A Brief History

Native Americans first inhabited what is now North Carolina during the Ice Age, around 12,000 years ago, hunting and fishing with spears and living a largely nomadic life. As they started living in groups, moving each season as food became more or less available, they began developing a culture that included wearing clothing and jewelry for religious or other purposes, using plants as medicine, and creating tools such as the ‘atlatl’ (spear), fishhooks and axes.

From around 1,000 BC to about when Europeans started arriving in the mid-17th century, various groups, or tribes, began developing settlements where they would remain through certain hunting and growing seasons. As many as 100,000 Native Americans were inhabiting the area by the time the first Spanish explorers arrived in the mid-1600s. As they began interacting with other tribes throughout the North Carolina/South Carolina region and with more European settlers, battles took place and disease, slavery and the destruction of native settlements caused a decline in these populations.

Today, any individual who is interested in becoming a recognized member of a specific tribe must follow certain guidelines which include being able to produce a certificate from the Bureau of Indian Affairs (BIA) detailing their blood background. The process is not always easy as family tribal records are often incomplete, but as use of the Internet has exploded, genealogical records have also become more available, making the process much easier.  

Destinations: Celebrating Native American Culture

Cherokee, North Carolina. Western North Carolina is home to the town of Cherokee, the capital of the only Cherokee tribe recognized in North Carolina – the Eastern Band of Cherokee Indians. Considered a sovereign nation, Cherokee is a tourist destination known for its close proximity to the Great Smoky Mountains National Park and the Blue Ridge Parkway; the dramatic nighttime outdoor drama “Unto These Hills”; Harrah’s Cherokee Casino Resort; and outstanding hunting, fishing and other local sports such as tubing and hiking. The Oconaluftee Indian Village gives visitors the opportunity to experience life in 1760s Cherokee through cultural dances and interactions with villagers performing everyday activities such as sculpting, basket weaving and beading.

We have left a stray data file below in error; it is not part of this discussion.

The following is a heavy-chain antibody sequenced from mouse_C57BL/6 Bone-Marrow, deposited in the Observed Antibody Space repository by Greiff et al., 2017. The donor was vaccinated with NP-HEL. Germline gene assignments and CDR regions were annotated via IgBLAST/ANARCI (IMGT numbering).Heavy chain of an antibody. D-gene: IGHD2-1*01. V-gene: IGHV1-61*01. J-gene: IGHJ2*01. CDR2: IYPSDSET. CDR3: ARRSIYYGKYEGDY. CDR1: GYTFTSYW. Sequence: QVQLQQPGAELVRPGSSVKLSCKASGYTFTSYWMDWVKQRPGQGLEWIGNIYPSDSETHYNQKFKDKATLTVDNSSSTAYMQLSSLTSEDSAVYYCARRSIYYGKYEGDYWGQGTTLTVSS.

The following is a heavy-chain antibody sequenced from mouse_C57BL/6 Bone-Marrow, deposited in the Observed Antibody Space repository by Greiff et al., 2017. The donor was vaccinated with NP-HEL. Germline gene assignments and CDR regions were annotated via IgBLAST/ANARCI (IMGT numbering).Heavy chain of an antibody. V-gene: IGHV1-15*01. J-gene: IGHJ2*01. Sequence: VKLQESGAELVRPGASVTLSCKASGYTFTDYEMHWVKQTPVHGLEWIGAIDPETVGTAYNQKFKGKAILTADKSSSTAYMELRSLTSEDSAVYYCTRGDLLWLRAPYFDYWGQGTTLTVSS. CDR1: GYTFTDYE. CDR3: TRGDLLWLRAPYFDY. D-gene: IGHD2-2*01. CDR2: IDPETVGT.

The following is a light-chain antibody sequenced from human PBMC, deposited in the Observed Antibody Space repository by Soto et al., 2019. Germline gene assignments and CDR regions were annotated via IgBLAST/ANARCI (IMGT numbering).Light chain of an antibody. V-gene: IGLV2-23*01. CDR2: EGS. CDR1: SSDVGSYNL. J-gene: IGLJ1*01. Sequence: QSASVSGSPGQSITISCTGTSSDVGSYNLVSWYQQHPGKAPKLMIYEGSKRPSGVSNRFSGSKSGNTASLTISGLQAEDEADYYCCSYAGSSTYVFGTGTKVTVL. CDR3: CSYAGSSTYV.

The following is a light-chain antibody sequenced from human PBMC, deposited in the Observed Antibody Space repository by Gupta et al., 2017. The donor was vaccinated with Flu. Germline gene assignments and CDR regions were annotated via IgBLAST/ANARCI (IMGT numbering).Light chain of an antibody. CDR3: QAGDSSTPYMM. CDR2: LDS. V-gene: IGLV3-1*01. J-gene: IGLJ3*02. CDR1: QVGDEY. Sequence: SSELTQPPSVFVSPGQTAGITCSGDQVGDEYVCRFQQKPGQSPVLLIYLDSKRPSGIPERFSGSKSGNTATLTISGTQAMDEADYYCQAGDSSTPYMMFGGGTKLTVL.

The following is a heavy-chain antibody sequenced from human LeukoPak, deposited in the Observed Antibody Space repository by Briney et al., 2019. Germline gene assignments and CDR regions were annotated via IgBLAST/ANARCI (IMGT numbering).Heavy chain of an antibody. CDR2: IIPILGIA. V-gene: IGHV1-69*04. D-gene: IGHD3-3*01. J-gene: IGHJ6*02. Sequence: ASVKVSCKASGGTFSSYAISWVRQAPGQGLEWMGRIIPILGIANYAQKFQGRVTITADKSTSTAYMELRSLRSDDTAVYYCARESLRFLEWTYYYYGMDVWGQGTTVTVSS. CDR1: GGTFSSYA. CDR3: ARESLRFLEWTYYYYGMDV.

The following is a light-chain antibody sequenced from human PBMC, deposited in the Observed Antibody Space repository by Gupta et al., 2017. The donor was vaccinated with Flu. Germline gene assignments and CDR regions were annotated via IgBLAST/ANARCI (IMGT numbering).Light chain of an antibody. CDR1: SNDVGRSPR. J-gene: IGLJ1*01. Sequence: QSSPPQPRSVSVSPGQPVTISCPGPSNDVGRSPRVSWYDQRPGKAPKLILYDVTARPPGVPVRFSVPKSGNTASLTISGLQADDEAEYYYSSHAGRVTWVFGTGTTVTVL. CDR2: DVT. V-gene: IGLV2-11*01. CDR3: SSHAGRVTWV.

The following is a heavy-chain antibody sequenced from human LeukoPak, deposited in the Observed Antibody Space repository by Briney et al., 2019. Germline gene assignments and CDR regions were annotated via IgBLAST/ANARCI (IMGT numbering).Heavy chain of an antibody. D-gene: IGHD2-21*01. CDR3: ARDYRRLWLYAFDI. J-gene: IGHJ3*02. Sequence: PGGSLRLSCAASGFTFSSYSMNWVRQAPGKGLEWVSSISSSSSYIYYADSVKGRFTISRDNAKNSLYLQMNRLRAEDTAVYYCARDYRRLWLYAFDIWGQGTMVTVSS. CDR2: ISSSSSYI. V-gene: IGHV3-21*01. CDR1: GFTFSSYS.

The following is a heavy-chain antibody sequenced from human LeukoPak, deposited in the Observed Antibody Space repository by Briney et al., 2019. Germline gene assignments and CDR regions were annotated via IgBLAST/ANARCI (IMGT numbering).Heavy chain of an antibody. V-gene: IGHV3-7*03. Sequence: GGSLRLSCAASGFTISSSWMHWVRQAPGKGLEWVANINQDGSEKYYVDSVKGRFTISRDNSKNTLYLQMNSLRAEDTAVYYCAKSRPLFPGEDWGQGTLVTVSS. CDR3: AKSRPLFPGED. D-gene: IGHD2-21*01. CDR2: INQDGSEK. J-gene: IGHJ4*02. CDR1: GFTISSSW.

Town Creek Indian Mound. Located outside of Mount Gilead in central North Carolina, the Town Creek Indian Mound is a prehistoric archaeological site where the Pee Dee culture established a ceremonial center overlooking the intersection of Town Creek and Little River. Religious ceremonies and feasts took place here, and many notable tribal members died and were buried here, too. Excavations at the site have been taking place since 1937, and today the site remains the only one in the state to be dedicated to Native American heritage.

The Lost Colony / Manteo, NC. The focus of the outstanding “Lost Colony Experience” outdoor show is what may have happened to the 117 men, women and children who so mysteriously disappeared from one of the first North American settlements, on Roanoke Island. One hypothesis speculates that the group may have moved inland from shore, perhaps out of desperation due to hunger or disease, and become absorbed into one of the many native American tribes in the area at the time: the Pamlico, Cape Fear, Chowanoke, Roanoke, Coree or Machupunga. Other theories exist based on the word “Croatan” carved into a post of the deserted area which suggest that the colonists may have been killed or abducted by that tribe.

A Lost Colony pre-show performance by native American cast members entertains the audience with stories, singing and dancing reflective of tribal culture unique to this geographical region and period.

North Carolina’s Native American Legacy 2North Carolina Pow Wows. A pow wow is a gathering of tribal members who assemble to socialize and celebrate ancestors and culture through a tradition of rich storytelling. The singing and dancing that takes place during one of these sacred events is extremely important, as are the traditional outfits worn by the participants. Beginning with the Grand Entry through the commemoration of native ancestors and rounds of dances and singing, the pow wow typically ends up as an occasion where all visitors participate by dancing to the beat of the tribal drummer. A couple of the more well-known North Carolina pow wows include the Guilford Native American Association Annual Pow Wow, happening this year September 16-18 in Greensboro, and the Onslow Veterans Pow Wow 2022, taking place November 5-6 in Jacksonville.